Likely Stories: Chelsea Girls, by Fiona Davis
I’m Jim McKeown, welcome to Likely Stories, a weekly review of fiction, non-fiction, and poetry.
Fiona Davis is a best-selling author of several novels. She lives in New York City. She graduated from the College of William and Mary and Columbia Journalism School. The Chelsea Girls is her fourth novel.
The name “Chelsea Girls” refers to the “Hotel Chelsea” in New York. Hazel Ripley is an aspiring actress, who has landed a job for the USO. The story begins in 1945 Naples, Italy. Davis writes, “She hated Maxine Mead, and Italy, on first sight. // When Hazel had first auditioned for the USO tour, back in New York, she imagined arriving abroad and gingerly stepping off a plane to a cheering group of GIs. The stage would be a grand opera house or something similarly picturesque, like what she’d seen in the newsreels of Marlene Dietrich and Bob Hope entertaining the troops. Hazel would be sure to call them men, not boys, as the USO Actors’ Handbook advised. After all, many of them had been fighting for four years now. They deserved respect as well as some wholesome entertainment, a respite from the fighting” (5). Her first view of Naples was a disappointment. She learned, “Naples was the most bombed city in Italy” (6).
A soldier driving a jeep called her name. Her audience would turn out to be, quote “men trudging along the side of the road in the same direction, smoking cigarettes.” Fiona wrote, “A show. Good. She’d have a chance to watch the other actors. In New York, she’d been given the script for Blithe Spirit, which had been a big hit on Broadway four years earlier, along with instructions to learn the maid’s role, and she’d managed to memorize some of the lines during the flight. // The lines were the easy part for Hazel, as she’d been a serial understudy for the past few years.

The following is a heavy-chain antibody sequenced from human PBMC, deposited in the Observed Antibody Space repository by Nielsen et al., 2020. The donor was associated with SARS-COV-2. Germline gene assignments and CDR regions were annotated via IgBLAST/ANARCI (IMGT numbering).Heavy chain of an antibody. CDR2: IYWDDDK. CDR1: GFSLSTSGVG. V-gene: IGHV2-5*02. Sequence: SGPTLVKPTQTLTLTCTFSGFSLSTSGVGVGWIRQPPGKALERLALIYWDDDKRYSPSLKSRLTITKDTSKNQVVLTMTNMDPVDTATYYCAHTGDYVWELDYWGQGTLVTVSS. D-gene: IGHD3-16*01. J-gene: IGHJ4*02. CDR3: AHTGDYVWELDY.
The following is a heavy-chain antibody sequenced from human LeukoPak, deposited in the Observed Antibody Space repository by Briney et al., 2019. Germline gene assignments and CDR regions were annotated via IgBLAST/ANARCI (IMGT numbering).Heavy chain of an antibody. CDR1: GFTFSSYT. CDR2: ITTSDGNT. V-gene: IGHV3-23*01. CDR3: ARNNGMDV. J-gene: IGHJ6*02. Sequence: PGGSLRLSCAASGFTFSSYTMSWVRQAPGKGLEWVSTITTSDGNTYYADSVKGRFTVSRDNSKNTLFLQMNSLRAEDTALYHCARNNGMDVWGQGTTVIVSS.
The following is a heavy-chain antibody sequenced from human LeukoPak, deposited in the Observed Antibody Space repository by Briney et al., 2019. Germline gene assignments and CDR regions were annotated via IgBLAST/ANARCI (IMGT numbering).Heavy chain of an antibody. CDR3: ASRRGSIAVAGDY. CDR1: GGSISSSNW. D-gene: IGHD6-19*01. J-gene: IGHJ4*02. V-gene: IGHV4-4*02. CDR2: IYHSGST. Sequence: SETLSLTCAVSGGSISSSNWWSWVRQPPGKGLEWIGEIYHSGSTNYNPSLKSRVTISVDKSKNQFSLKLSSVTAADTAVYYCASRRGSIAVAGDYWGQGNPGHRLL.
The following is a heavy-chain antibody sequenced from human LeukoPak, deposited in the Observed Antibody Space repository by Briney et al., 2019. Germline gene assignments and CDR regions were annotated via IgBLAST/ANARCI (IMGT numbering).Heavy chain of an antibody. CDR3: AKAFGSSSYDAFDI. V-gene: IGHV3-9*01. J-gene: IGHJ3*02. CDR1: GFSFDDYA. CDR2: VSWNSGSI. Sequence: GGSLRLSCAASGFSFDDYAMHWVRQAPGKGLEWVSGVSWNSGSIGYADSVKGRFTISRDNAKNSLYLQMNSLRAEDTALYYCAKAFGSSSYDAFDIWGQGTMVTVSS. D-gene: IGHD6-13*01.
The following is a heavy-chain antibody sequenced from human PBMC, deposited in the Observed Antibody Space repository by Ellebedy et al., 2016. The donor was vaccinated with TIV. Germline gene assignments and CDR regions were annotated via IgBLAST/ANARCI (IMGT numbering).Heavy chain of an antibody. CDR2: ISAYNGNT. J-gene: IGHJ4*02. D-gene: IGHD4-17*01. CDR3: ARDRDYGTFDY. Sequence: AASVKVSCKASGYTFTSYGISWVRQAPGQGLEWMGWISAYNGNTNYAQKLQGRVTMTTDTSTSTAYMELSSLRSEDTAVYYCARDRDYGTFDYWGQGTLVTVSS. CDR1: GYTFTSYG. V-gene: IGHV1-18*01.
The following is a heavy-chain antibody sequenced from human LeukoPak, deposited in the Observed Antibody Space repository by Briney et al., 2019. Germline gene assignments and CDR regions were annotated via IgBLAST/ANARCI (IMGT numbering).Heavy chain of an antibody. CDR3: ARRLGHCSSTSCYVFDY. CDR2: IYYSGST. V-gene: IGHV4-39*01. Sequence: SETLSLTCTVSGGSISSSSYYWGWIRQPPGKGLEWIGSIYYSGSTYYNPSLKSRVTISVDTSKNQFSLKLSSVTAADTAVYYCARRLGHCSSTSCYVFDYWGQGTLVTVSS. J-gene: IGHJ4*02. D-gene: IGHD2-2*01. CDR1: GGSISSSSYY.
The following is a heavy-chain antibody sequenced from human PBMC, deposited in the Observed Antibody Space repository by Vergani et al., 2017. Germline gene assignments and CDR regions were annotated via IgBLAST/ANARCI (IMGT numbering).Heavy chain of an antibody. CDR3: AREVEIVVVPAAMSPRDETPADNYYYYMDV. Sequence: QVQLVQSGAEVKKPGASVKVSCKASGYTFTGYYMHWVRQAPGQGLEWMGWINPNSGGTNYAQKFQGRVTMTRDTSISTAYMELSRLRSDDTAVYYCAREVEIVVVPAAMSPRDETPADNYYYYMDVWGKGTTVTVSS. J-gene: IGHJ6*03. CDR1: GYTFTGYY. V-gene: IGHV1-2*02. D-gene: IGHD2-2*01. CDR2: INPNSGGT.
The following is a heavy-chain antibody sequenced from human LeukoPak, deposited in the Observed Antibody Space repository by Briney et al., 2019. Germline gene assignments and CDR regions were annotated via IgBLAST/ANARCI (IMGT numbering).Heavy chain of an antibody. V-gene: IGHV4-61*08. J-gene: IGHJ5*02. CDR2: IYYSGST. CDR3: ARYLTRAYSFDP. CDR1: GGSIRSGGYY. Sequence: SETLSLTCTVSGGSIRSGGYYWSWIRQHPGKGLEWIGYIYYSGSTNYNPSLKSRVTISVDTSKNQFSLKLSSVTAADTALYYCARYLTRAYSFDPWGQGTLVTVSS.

Hazel hoped, when she first auditioned for the USO, to be able to break out of her understudy rut and finally act on stage in a real performance. This was her chance to try something new, so that when she returned to New York, she’d be taken seriously as a major actress, not just a backup to be called upon when the leading lady got the flu” (7).
Fiona writes, “‘Have you heard the news?” // [Her friend] Betty-Lou burst into the tent, brimming with excitement. Hazel and I exchanged looks. Neither of us felt like venturing out that day, not after seeing Paul so wretched. At least Hazel’s script for her ‘American Hero’ idea impressed Colonel Peterson to no end, which meant we could keep going back. The subject was a sweet kid from Kansas who had a girl back home, can’t wait to see her, aw shucks, happy to be righting Hitler’s wrongs in the meantime” (40).
Fiona Davis has written a passably good story of a young actress trying to break into show business. The Chelsea Girls is a fun story for all lovers of “Chick Lit.” 4 Stars
Likely Stories is a production of KWBU. I’m Jim McKeown. Join me again next time for Likely Stories, and Happy Reading!